The Genesis of the Use of Corticosteroids in the Treatment and Prevention of Brain Edema


Shearwood McClelland III M.D.1, Donlin M. Long M.D., Ph.D. 2


1Department of Neurosurgery, University of Minnesota Medical School, Minneapolis, MN; 2Department of Neurosurgery, The Johns Hopkins Hospital, Baltimore, MD



Since the groundbreaking manuscript from the University of Minnesota in 1961 by Drs. Galicich, French and Melby describing the use of dexamethasone for peritumoral cerebral edema, the use of corticosteroids in patients with brain tumors has become routine.  Unfortunately, little has been reported regarding the environment that fostered arguably the greatest translational research contribution in the history of neurosurgery.



During a pilot study to assess corticosteroid uptake in brain tumors, Dr. Galicich observed that patients given a large dose of corticosteroids just prior to craniotomy had a relatively benign postoperative course.  This led, in October 1959, to the administration of high-dose corticosteroids to a patient with a large recurrent glioblastoma who was semi-comatose and severely hemiparetic.  The results were dramatic, with almost complete resolution of neurological deficit over a period of several days and marked reduction of mid-line shift on repeat angiography.  This finding prompted the studies that confirmed the efficacy of high-dose corticosteroids in reducing peritumoral brain edema in humans reported in the 1961 paper.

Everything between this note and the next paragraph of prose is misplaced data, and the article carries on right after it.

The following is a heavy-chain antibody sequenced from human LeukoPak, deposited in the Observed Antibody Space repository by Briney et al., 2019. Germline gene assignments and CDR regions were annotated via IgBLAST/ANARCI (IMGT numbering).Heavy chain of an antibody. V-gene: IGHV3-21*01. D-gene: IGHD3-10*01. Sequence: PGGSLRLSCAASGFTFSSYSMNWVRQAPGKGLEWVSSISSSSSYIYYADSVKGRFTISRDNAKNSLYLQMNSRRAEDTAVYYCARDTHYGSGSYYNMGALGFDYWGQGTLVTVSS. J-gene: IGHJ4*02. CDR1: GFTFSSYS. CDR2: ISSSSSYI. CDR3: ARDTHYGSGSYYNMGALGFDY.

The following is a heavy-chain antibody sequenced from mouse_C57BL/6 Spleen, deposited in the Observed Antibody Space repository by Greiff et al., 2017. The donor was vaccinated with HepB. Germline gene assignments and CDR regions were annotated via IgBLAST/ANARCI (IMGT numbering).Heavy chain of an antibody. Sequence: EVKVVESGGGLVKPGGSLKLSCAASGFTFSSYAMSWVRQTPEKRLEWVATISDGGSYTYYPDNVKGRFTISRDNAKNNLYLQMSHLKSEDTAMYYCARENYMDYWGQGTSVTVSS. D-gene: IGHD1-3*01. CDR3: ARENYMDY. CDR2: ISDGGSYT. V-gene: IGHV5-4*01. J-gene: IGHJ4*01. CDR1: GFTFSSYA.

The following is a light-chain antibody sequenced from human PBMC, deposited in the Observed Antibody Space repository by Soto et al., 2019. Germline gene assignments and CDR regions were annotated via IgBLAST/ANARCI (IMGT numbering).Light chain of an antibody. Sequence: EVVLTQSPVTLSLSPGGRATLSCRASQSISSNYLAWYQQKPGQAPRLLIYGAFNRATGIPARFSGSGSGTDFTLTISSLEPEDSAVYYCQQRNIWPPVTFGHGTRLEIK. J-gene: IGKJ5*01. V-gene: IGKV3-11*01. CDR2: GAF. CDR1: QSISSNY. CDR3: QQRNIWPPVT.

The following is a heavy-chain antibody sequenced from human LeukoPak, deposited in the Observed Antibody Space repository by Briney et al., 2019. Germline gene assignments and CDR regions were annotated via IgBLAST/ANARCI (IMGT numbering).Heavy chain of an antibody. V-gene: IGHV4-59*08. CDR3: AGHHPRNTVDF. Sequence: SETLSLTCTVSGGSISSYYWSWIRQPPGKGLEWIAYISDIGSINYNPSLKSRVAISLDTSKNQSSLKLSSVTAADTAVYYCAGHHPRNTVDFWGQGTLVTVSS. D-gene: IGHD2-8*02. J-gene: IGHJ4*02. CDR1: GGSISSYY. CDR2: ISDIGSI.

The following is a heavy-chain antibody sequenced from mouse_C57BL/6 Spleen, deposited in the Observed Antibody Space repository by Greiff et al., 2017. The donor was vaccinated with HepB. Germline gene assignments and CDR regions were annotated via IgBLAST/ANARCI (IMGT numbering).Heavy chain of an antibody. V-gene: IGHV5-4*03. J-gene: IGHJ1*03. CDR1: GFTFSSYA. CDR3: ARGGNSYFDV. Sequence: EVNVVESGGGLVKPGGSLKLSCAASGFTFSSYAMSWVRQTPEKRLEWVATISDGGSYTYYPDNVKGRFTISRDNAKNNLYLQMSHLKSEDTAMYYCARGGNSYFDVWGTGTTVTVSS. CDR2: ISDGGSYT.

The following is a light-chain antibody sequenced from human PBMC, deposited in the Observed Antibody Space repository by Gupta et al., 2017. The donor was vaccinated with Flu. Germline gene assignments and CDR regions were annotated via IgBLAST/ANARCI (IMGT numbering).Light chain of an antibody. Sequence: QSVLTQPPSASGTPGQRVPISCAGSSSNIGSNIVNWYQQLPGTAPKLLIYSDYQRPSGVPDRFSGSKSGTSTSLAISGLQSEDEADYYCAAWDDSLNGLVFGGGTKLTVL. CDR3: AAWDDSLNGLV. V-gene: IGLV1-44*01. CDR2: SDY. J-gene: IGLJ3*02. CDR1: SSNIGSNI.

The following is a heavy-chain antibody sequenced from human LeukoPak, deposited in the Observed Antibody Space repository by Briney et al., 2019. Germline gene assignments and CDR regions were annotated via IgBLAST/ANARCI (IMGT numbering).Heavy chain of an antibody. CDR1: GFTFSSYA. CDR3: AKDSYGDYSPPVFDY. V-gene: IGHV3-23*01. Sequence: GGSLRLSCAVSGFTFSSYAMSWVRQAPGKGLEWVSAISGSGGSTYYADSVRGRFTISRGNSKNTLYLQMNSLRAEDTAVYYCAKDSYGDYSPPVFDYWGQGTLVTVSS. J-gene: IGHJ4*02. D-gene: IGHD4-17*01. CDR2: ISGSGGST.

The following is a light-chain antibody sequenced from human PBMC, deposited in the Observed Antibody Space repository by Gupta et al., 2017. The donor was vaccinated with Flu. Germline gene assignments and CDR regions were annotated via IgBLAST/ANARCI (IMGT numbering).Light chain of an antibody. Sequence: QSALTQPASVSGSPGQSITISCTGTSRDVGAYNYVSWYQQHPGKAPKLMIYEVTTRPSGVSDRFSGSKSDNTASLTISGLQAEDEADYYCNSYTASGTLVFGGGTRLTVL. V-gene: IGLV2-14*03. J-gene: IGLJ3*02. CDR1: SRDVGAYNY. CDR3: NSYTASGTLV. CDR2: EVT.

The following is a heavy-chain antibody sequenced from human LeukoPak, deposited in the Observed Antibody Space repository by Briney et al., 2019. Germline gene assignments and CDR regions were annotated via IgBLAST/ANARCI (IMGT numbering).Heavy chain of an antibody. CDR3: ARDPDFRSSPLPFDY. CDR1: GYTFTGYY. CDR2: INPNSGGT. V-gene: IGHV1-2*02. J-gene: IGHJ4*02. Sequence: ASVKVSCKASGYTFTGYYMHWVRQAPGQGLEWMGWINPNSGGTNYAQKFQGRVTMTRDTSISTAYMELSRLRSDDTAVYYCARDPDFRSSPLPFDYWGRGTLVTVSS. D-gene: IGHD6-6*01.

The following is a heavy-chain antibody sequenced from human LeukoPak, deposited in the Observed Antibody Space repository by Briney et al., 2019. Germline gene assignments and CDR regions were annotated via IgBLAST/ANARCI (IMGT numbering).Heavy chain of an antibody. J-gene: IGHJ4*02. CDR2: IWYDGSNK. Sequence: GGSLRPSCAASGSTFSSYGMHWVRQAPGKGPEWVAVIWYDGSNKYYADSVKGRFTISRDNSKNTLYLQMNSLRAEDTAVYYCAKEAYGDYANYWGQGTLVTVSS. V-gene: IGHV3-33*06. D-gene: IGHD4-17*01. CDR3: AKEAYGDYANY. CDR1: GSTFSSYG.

Following publication, a revolution in brain tumor management took place, as corticosteroid therapy markedly reduced the morbidity and mortality from brain tumors both in the United States and worldwide.



The combination of astute clinical observation and follow-up by rigorous clinical research at the University of Minnesota resulted in one of the greatest contributions in the history of neurosurgery, rivaled only by the operative microscope in impacting morbidity, and unsurpassed in worldwide reduction of mortality.




Dexamethasone, Peritumoral Cerebral Edema, Joseph Galicich, Lyle French, University of Minnesota